MISSOULA - Betty Cooper, a Democratic campaign organizer on the Blackfeet Reservation, said she sent a volunteer to "enemy territory" on Thursday to register American Indian voters living among the Republican majority in Cut Bank.
Cooper said she will not be easily dissuaded by the Republican Party's move last week to challenge the eligibility of 6,000 voters in six state counties, two which include the Blackfeet and Rocky Boy's reservations.
"We're well aware they are watching us no matter what we do," Cooper said. "We're just trying to get people registered. It seems like for Indian people, the only time we have a voice is when we vote. If we can get all our people to vote, there's not much the Republicans can do to us."
Democratic campaign workers across Montana have displayed similar determination. Organizers are close to meeting registration goals on four of the seven reservations. Indians make up 6 percent of Montana's population, one of three states where the Obama-Biden campaign is targeting the Indian vote. Similar efforts are under way in New Mexico and Wisconsin.
"Senator Obama, this year, and Montana Democrats for many years, has invested time and resources in Indian Country that is unprecedented," said Kevin O'Brian, Democratic Party spokesman. "The excitement and the energy we've seen, especially among the first Montanans, is really amazing. It's a big piece of the Democratic coalition."
American Indians make up 61 percent of the Glacier County population and 20 percent of Hill County. About 6,900 Indian voters were registered in both counties for the June primary. Glacier County had one of the third highest reservation turnouts in the primary election with 40 percent of the people casting votes.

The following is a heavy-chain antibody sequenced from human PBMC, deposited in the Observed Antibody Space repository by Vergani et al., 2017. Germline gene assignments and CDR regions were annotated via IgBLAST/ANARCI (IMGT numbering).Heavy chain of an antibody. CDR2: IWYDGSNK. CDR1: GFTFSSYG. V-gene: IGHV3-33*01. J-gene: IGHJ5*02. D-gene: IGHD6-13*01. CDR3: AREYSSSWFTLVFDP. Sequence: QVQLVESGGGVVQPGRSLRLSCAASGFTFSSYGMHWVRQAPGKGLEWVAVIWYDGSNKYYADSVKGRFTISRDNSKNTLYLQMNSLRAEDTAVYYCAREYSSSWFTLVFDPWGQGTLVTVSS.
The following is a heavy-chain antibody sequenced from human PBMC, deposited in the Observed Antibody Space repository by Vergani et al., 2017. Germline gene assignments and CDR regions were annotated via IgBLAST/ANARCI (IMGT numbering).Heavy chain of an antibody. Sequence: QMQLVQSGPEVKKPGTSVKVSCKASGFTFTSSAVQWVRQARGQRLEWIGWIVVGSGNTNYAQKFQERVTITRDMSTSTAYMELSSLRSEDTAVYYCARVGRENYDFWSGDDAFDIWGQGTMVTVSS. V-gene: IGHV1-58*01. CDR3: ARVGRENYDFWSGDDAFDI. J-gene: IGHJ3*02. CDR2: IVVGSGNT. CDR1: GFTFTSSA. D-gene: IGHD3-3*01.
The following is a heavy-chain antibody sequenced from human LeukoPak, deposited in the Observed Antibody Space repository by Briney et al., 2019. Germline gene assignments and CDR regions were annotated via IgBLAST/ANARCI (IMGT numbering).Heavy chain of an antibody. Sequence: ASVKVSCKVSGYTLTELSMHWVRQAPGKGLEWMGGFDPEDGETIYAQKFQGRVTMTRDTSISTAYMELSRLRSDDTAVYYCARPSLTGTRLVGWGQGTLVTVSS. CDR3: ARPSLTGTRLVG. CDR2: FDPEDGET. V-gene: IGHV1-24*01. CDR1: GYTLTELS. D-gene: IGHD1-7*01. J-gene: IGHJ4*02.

"It's the time where we have to step up as a voting bloc in the state of Montana," said Eleanor Yellow Robe, the Indian vote coordinator for the Montana Democratic Party. "If we band together, we can get out people who aren't adequately representing us. That's what voting is about. That's why I work so hard. I'm not the only one."
She said volunteers have had great success in registering voters in tribal communities.
"You work the bingos, you work the IHS (Indian Health Services) facilities, the senior centers, anywhere you can catch a group of people, or if you know where they live, which the local volunteers do."
O'Brian said the state Democratic Party will make sure everyone's constitutional right to vote is enforced in the general election.
In 1924, American Indians were the last to be given the legal right to vote in the United States, falling in line behind blacks and women.